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Nirvanix CEO: We’re the cloudiest of them all

Nirvanix picked up $10 million in funding this week and hired a new CEO, who said his new company’s biggest selling point is its sole focus is on cloud storage.

Nirvanix CEO Scott Genereuxsaid unlike competitors such as Amazon, EMC Atmos, Iron Mountain Inc., Microsoft and Rackspace, Nirvanix’s sole mission is to enable cloud storage rather than adapting legacy or storage or backup technology to the cloud.

“We have multiple petabytes under management worldwide,” Genereux said during an interview with StorageSoup. “I couldn’t’ find anybody else who had multiple petabytes of storage under management in the cloud. There are not a lot of companies that just provide a storage cloud.”

Nirvanix hosts and manages data in seven data centers around the world. Genereux said Nirvanix has more than 700 customers using its Storage Delivery Network (SDN), including including NASA and the National September 11 Memorial & Museum.

“Everybody else is putting the name cloud on everything, but Nirvanix is true cloud,” he said. “Most of what I see out there isn’t cloud. It’s like the old SSP [storage service provider] market, where you would put a product out there in the market that was the same product the customer could’ve bought. EMC does that with its VCE [vBlock] product, then you throw Atmos on it. The products we’re coming out with are file-system based with lower-cost disk. I believe that model works at a lower price point.”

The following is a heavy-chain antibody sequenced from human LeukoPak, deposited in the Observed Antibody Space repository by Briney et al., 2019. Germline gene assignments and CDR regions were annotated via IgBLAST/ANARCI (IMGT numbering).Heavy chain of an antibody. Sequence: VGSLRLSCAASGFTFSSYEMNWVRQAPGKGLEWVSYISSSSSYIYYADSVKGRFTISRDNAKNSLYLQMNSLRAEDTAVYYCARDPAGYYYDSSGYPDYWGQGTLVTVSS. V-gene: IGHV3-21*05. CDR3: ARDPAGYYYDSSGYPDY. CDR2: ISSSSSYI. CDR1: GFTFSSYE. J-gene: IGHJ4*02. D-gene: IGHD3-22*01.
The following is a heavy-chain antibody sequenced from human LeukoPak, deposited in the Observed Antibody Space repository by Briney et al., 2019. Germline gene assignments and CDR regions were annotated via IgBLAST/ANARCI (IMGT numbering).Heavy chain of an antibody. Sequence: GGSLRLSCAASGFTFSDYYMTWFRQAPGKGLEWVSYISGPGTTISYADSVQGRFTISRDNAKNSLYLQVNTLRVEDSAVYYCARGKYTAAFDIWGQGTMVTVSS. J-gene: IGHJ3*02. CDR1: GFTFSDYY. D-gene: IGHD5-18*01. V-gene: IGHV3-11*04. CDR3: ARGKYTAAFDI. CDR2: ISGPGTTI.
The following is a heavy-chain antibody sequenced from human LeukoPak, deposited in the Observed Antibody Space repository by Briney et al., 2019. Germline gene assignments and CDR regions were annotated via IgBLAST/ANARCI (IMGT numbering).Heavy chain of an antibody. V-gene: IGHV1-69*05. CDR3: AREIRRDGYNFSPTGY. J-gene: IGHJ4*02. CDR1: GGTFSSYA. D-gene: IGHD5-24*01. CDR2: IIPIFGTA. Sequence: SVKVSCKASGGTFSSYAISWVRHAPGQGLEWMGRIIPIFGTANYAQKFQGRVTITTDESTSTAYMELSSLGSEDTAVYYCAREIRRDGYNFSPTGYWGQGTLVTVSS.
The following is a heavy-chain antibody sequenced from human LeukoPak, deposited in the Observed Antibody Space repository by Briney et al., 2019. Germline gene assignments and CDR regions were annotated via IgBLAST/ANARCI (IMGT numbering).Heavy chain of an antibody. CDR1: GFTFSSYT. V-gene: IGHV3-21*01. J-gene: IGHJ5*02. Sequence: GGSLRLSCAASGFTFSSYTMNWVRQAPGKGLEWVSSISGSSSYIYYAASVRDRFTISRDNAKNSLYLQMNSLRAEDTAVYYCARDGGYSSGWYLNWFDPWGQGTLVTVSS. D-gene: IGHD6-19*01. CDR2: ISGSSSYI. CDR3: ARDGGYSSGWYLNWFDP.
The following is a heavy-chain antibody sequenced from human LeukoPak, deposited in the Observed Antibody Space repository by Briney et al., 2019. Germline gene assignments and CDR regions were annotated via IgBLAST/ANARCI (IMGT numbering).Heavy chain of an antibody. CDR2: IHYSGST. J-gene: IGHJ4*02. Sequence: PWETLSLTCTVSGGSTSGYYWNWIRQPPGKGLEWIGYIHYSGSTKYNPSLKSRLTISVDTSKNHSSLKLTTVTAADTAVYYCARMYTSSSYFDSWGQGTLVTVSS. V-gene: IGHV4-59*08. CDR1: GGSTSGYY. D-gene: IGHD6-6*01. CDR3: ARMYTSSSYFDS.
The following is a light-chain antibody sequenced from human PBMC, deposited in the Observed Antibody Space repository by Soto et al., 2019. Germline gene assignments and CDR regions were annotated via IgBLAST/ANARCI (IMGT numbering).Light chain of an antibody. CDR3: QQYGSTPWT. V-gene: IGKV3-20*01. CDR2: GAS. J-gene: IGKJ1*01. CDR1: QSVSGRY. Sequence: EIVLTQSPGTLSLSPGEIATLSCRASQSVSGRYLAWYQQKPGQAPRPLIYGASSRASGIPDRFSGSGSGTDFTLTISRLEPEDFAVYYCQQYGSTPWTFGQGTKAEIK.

Amazon is Nirvanix’s biggest competitor with S3 for storage and EC2, which provides compute services and drives data to S3. Again, Genereux said the difference for Nirvanix is specialization.

“S3 was built by developers for developers,” Genereux said. “We focus on high-end enterprise customers who expect enterprise grade service. We can supply bandwidth they need. Amazon is an Internet company. Amazon’s a big company and could dominate, but I think with its model it will struggle to grow in this market. We don’t sell movies from film companies, we host movies for film companies.”

Genereux’s resume includes executive positions with Hitachi Data Systems, DataDirect Networks and most recently as senior vice president of worldwide sales and marketing of QLogic. He said that experience will help him build relationships that Nirvanix will require to grow. It already has partnerships with backup vendors Symantec and CommVault, whose software provide connectors to SDN. Genereux said one of his main goals will be to build out the Nirvanix reseller channel.

Analyst Greg Schulz of Server and Storage IO points out that as the third Nirvanix CEO in less than two years, Genereux needs to bring stability to the company. And the new funding won’t hurt either.

“They need more money because that model as the host, you have to keep pouring money into it or get acquired by somebody with deep pockets,” he said. “It’s a tough market. Nirvanix has done well, it has an installed base and it’s always in the conversation. But it has to keep converting that into paying customers.”

Genereux replaces Jim Zierick, who became Nirvanix CEO in January of 2009 and will remain on the company’s advisory board.

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